In the recently published, ‘User-centered design of a customized assistive device to support feeding,’ Brazilian researchers explore the design of a medical device for patients with Parkinson’s or other diseases that cause hand tremors. Gaining nutrition is critical to health, and with such a device, the user also retains independence.
The authors suggested the user-based approach, with 3D printing used to improve and refine the design in the end. Overall, they were able to open up communication between members of the design team, offer clear identification of design demands, promote a decrease in R&D time, and offer an array of new and ‘inventive’ solutions. Here, the user helping the researchers in the study was a 60-year-old male with Parkinson’s.
While assistive technology has been heavily affected by 3D printing, in this study it also proves itself as a substantial design tool. The design process for the study was made up of these three stages:
- Informational and conceptual design
- Testing and refinement
The conceptual model consisted of:
- Main cable in which other pieces are fixed
- Cap for holding cutlery
- Back sealing cap
- Ergonomic cover
- Adjustable strap
“The cable also contains four internal cavities, which may or may not be filled with water, totaling five possible configurations of weight for the device, the heavier being twice its weight totally empty,” stated the researchers.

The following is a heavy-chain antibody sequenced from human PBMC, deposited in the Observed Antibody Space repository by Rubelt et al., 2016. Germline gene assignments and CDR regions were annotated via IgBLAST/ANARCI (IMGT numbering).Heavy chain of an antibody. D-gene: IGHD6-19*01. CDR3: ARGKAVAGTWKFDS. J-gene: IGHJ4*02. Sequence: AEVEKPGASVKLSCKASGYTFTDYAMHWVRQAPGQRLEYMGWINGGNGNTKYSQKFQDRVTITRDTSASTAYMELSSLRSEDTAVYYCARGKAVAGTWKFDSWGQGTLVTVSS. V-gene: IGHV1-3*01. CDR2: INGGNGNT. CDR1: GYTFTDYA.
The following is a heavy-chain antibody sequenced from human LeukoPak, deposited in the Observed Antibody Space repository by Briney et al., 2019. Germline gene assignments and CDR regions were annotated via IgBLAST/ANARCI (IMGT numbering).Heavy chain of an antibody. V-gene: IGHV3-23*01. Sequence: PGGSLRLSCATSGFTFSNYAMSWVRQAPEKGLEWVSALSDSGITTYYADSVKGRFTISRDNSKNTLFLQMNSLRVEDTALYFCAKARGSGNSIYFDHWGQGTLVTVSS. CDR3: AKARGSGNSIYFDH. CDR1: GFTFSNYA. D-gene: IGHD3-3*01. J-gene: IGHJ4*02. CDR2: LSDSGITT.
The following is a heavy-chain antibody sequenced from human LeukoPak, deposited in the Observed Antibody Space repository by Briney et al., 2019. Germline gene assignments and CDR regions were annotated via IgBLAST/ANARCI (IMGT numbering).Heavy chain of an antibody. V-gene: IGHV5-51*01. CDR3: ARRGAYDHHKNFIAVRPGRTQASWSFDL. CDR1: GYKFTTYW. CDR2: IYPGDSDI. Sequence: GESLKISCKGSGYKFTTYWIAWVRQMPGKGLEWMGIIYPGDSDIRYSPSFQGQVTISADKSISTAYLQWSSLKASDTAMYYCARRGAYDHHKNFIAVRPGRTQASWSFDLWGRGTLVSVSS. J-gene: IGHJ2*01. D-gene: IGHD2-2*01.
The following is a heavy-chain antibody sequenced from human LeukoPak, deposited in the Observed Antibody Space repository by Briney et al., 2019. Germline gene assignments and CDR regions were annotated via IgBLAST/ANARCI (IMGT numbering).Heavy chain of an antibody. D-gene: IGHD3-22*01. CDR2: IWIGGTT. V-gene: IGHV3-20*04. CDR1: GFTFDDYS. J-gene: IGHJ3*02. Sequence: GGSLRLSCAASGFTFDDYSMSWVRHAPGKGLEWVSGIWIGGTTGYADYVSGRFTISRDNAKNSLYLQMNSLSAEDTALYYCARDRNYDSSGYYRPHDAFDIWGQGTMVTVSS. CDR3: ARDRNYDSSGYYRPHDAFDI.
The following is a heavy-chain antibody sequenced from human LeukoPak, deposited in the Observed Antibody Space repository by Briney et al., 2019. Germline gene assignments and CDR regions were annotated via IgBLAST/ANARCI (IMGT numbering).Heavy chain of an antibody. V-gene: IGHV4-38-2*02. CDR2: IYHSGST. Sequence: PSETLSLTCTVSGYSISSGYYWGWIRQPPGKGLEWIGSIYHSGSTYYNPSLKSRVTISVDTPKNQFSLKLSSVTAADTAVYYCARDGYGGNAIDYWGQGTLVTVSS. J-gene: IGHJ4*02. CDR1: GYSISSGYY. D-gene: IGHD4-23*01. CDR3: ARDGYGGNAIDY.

Main features of the design were:
- Mechanical system
- Non-toxic fluid for balance of tremors
- Easy assembly/disassembly
- Improved hand contact area
The device ultimately met all of the users’ design requirements, along with offering the potential for customization that is very affordable.
“The use of 3D printing for the generation of mock-ups and prototypes allowed a better visualization of the proposed technical solutions, facilitating the process of refining the product concept. It also allowed for greater and more effective participation of the stakeholders (occupational therapists, end users) in the design process through the interaction and testing with the prototypes, significantly collaborating for a user-centered design approach,” concluded the researchers.
“Single-case testing with users will be critical in evaluating product functionality and possible future improvements. Although the results with the use of the AD with no filled cavity (intervention phase B) have not yet been conclusive, it is expected that this may change with the beginning of cavity filling (intervention phase C).”
A variety of different medical devices have been created with 3D printing and especially in the last few years, from biomedical devices to those using 3D printed magnets to further the concept, to innovating with carbon. For this study, one of the most unique atmosphere was having the patient help with the project overall for creating parts and prototypes for assistive devices.
What do you think of this news? Let us know your thoughts! Join the discussion of this and other 3D printing topics at 3DPrintBoard.com.[Source / Images: ‘User-centered design of a customized assistive device to support feeding’]
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